Global Task Force on Cholera Control

Prevention and control of cholera outbreaks: WHO policy and recommendations


The presence of V. cholerae in stools is confirmed through laboratory procedures. However, a new rapid diagnostic test (RDT), now available, allows quick testing at the patient's bedside. WHO is currently in the process of validating this RDT, to be able to include it on the list of its pre-qualified products.

In the meantime, WHO suggests that all samples tested positive with the RDT are re-tested using classic laboratory procedures for confirmation. Not all cases fitting the WHO clinical case definition need to be tested. Once an outbreak is confirmed, a clinical diagnosis using WHO standard case definition is sufficient1, accompanied by sporadic testing at regular intervals.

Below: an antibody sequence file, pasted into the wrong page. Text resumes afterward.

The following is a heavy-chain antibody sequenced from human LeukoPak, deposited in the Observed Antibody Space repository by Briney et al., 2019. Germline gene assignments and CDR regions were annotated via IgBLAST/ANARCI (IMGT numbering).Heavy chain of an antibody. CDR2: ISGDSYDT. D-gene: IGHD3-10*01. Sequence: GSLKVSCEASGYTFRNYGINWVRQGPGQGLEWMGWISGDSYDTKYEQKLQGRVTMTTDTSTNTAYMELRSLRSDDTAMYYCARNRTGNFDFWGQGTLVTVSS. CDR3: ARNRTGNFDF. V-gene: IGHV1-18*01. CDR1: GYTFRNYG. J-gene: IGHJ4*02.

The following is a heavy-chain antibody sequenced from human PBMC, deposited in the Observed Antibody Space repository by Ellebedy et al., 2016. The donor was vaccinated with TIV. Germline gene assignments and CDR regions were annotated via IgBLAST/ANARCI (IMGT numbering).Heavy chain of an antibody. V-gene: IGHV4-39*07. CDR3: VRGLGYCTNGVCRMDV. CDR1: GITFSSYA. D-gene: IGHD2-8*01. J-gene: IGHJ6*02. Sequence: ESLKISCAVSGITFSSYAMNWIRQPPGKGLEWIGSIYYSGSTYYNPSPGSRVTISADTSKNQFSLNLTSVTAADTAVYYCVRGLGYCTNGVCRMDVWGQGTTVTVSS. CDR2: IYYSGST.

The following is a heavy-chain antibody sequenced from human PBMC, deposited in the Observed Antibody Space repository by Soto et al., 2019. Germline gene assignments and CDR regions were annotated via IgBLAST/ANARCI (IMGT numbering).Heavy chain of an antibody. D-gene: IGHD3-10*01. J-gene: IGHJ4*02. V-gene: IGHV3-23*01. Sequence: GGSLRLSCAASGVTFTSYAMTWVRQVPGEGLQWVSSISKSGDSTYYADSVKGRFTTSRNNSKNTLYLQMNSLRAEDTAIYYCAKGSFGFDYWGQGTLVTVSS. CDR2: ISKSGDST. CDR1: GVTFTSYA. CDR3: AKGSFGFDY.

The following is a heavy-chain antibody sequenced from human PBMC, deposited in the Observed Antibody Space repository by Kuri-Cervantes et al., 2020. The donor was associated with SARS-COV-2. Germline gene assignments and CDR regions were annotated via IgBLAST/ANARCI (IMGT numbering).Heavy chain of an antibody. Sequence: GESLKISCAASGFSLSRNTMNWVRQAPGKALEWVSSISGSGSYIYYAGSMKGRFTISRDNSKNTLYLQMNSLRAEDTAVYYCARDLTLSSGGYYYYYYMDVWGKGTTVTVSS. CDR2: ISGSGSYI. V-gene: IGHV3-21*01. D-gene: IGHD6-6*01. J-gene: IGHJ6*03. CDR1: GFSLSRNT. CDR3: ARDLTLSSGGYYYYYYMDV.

Key messages

  • Once Vibrio cholerae has been confirmed, the WHO clinical case definition is sufficient to diagnose cases. After that laboratory testing is required for antimicrobial sensitivity testing and for confirming the end of an outbreak.
  • Rapid diagnostic tests can facilitated early warning and detection of first cases.

1 WHO Standard case definition: A case of cholera should be suspected when:

  • in an area where the disease is not known to be present, a patient aged 5 years or more develops severe dehydration or dies from acute watery diarrhoea;
  • in an area where there is a cholera epidemic, a patient aged 5 years or more develops acute watery diarrhoea, with or without vomiting.

A case of cholera is confirmed when Vibrio cholerae O1 or O139 is isolated from any patient with diarrhoea.